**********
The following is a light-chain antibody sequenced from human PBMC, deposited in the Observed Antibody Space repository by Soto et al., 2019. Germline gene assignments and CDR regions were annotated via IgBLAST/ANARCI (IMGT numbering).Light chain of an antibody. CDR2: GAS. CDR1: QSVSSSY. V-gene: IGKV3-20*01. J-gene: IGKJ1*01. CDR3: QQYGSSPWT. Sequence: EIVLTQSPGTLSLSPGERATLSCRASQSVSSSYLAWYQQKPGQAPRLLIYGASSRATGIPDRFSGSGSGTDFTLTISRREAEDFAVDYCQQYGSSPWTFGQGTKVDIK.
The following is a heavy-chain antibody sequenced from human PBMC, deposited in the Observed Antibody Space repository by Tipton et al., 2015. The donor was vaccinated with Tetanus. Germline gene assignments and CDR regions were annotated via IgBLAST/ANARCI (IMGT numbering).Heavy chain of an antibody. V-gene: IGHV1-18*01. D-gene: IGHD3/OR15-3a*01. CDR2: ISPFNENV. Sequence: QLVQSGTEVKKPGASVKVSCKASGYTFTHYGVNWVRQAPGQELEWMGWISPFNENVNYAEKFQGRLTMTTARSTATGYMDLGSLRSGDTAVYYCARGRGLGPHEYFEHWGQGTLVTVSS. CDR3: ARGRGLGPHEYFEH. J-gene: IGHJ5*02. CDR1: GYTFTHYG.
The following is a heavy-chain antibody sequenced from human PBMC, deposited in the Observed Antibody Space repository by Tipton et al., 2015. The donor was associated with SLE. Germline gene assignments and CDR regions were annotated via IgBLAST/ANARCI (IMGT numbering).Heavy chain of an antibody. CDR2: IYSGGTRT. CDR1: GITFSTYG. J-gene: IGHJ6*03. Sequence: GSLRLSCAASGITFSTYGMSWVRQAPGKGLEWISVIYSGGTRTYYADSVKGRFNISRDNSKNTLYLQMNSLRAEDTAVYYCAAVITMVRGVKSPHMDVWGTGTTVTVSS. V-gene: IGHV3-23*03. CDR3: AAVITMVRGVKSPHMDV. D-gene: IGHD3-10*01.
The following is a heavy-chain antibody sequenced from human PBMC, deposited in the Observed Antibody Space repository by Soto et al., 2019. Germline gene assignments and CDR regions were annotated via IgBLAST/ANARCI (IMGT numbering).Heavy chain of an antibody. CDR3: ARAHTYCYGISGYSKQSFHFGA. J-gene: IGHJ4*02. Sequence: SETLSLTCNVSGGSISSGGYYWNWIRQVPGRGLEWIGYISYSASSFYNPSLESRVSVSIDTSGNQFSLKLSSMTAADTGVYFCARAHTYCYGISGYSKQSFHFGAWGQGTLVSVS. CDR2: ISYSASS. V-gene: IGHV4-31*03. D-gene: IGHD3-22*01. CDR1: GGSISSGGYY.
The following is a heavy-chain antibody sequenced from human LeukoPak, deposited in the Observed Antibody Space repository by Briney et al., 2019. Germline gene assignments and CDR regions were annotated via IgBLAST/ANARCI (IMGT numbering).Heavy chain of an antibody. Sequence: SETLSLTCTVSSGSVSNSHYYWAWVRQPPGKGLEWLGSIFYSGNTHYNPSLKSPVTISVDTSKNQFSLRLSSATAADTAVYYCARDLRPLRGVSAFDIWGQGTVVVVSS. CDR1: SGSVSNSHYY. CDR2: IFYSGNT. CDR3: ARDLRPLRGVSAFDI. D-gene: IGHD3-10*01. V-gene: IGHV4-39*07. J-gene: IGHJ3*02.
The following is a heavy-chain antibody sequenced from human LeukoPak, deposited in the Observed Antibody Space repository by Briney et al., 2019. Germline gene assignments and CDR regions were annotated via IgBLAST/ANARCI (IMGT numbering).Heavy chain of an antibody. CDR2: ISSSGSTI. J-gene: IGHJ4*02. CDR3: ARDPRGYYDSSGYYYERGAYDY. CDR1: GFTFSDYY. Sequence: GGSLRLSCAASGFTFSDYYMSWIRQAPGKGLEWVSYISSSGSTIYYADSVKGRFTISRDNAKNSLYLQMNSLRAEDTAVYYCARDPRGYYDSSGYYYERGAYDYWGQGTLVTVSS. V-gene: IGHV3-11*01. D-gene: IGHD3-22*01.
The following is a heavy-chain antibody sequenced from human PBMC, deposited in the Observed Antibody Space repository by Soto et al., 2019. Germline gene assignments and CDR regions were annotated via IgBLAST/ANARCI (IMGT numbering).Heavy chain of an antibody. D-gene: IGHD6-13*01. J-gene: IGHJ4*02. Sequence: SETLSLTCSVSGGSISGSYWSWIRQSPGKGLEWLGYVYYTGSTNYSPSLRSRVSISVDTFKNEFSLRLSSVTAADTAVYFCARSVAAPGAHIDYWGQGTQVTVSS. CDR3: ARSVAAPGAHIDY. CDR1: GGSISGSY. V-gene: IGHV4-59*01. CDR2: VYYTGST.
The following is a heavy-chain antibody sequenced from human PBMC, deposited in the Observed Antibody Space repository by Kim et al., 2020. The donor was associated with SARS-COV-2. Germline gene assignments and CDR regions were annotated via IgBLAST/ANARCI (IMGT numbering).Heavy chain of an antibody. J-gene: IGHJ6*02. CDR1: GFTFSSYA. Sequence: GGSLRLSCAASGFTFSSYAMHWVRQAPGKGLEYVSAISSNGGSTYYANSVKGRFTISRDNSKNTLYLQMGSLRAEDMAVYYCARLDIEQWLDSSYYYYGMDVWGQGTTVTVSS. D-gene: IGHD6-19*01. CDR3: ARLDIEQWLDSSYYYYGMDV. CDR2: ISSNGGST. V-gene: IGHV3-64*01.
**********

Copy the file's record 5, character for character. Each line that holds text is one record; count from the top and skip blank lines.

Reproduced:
The following is a heavy-chain antibody sequenced from human LeukoPak, deposited in the Observed Antibody Space repository by Briney et al., 2019. Germline gene assignments and CDR regions were annotated via IgBLAST/ANARCI (IMGT numbering).Heavy chain of an antibody. Sequence: SETLSLTCTVSSGSVSNSHYYWAWVRQPPGKGLEWLGSIFYSGNTHYNPSLKSPVTISVDTSKNQFSLRLSSATAADTAVYYCARDLRPLRGVSAFDIWGQGTVVVVSS. CDR1: SGSVSNSHYY. CDR2: IFYSGNT. CDR3: ARDLRPLRGVSAFDI. D-gene: IGHD3-10*01. V-gene: IGHV4-39*07. J-gene: IGHJ3*02.